One indication of influence is the ability to stand boldly against hostile trends and thereby alter them. The age of landmark biographies had, we might assume, long since passed, replaced by one of short attention spans, interactive gadgets and fewer bookstores. Enter Walter Isaacson and his trio of brilliant works about men of genius Franklin, Einstein and Jobs. This is influence of the best species, educating us while demonstrating the continued fascination of the seriously examined life, rendered by Isaacson with the objectivity of a true historian and the flair of a born storyteller. But what most separates Isaacson, 59, from would-be peers is his wisdom in choosing subjects whose individual talents have affected all our lives. We care, and so we read, and so we learn first one lesson, then many. Both as an author and as president of the intellectually fertile Aspen Institute, Isaacson is a purveyor of knowledge, a supplier to addicts who seek a deeper understanding of all manner of things.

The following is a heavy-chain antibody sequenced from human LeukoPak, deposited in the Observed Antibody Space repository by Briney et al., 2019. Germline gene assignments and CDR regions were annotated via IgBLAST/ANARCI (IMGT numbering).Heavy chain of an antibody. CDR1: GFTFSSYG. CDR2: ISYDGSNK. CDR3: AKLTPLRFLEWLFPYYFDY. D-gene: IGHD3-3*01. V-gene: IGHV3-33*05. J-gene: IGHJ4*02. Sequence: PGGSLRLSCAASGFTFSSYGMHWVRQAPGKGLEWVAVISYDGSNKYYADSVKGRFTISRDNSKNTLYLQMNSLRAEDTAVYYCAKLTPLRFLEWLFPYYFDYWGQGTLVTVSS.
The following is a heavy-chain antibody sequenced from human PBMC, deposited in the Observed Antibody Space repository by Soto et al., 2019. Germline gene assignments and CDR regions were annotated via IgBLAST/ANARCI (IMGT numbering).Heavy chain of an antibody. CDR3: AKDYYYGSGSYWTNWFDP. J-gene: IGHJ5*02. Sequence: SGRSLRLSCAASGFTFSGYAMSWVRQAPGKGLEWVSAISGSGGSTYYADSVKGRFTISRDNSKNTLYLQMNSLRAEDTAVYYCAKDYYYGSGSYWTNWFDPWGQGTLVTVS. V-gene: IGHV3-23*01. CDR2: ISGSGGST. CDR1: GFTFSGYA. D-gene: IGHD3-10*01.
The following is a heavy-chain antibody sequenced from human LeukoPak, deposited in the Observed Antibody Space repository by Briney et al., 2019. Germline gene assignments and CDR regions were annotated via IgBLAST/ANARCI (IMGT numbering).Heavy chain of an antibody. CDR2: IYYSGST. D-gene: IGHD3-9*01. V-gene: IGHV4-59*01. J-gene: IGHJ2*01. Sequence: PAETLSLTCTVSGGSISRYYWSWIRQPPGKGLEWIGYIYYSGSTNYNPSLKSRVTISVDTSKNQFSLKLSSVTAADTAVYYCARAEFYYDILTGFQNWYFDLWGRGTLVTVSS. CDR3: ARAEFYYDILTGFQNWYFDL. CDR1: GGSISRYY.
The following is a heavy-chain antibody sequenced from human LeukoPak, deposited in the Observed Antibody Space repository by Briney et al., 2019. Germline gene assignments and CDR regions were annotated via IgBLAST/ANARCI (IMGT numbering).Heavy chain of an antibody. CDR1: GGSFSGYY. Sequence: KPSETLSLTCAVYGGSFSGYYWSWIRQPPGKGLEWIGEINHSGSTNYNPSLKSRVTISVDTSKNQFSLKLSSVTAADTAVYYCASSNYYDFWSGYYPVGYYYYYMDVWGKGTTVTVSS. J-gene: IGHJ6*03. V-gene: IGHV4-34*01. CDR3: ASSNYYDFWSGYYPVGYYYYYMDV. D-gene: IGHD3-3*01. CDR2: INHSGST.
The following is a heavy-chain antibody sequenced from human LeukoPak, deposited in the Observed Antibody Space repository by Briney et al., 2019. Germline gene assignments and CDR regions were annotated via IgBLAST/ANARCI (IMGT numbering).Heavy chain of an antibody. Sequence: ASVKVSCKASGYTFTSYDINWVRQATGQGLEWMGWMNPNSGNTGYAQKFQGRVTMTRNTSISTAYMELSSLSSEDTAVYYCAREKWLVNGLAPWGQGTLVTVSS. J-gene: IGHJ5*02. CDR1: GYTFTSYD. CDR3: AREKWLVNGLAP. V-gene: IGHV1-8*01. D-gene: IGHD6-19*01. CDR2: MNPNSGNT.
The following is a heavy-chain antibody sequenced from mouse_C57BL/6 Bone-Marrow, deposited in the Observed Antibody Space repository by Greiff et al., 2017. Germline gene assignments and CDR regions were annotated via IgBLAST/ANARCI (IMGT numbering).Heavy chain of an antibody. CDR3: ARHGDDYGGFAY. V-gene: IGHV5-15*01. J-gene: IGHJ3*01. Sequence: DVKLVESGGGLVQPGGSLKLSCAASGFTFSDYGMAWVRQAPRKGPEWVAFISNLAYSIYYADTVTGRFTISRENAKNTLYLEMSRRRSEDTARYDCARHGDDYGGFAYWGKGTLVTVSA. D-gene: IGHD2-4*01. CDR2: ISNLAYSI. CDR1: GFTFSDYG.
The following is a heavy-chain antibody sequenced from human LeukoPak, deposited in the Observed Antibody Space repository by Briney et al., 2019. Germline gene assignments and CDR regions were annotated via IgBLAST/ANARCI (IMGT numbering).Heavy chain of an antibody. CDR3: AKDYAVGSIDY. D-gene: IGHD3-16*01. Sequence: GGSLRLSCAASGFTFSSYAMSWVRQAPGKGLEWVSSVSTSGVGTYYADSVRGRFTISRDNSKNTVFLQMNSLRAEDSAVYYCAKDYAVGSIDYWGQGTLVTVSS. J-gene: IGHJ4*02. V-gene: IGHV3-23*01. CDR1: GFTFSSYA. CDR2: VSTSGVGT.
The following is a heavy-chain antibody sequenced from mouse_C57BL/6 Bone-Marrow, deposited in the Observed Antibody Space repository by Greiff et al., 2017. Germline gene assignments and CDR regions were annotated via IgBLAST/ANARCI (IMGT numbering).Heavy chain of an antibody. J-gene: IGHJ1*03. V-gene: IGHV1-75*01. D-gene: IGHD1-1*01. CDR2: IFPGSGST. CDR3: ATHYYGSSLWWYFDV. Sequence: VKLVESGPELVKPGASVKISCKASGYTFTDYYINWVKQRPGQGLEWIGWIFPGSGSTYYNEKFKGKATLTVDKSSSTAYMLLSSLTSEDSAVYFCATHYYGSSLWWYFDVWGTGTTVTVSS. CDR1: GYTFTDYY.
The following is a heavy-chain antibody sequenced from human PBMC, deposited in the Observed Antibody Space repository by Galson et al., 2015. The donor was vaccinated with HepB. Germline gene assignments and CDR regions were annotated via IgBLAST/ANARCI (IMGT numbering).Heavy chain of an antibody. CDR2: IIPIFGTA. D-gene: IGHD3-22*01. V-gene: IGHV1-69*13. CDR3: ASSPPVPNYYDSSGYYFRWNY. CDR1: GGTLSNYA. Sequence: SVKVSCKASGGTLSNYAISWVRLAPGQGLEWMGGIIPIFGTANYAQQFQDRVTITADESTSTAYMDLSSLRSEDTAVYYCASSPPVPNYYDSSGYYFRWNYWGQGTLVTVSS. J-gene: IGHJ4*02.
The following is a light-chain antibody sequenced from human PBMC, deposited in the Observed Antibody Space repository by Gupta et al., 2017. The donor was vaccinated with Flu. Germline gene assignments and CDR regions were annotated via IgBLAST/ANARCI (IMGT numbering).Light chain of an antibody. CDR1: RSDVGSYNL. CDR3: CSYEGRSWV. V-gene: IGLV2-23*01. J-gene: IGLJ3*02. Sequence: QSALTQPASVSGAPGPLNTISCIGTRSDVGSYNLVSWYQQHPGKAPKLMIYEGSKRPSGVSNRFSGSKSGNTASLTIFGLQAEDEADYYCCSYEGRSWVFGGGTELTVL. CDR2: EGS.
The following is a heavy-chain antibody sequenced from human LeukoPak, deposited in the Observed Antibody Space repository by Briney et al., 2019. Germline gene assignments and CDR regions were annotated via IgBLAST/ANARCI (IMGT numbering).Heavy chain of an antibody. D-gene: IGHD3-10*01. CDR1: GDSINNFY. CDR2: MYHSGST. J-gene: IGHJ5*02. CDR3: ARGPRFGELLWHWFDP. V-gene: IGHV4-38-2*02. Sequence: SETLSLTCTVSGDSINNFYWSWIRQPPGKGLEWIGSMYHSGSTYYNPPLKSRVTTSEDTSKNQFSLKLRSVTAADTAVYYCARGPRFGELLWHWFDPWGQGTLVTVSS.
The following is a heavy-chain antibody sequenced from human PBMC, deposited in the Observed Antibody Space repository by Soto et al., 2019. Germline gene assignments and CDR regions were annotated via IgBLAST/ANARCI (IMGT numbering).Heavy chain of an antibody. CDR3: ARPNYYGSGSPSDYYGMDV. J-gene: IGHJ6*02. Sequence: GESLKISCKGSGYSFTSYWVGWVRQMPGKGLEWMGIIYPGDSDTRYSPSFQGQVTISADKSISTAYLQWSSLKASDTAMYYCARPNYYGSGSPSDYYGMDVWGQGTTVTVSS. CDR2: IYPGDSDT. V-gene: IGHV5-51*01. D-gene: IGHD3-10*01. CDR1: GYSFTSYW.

Albright, a former U.S. Secretary of State, is chair of Albright Stonebridge Group
Isaacson is a former editor of TIME
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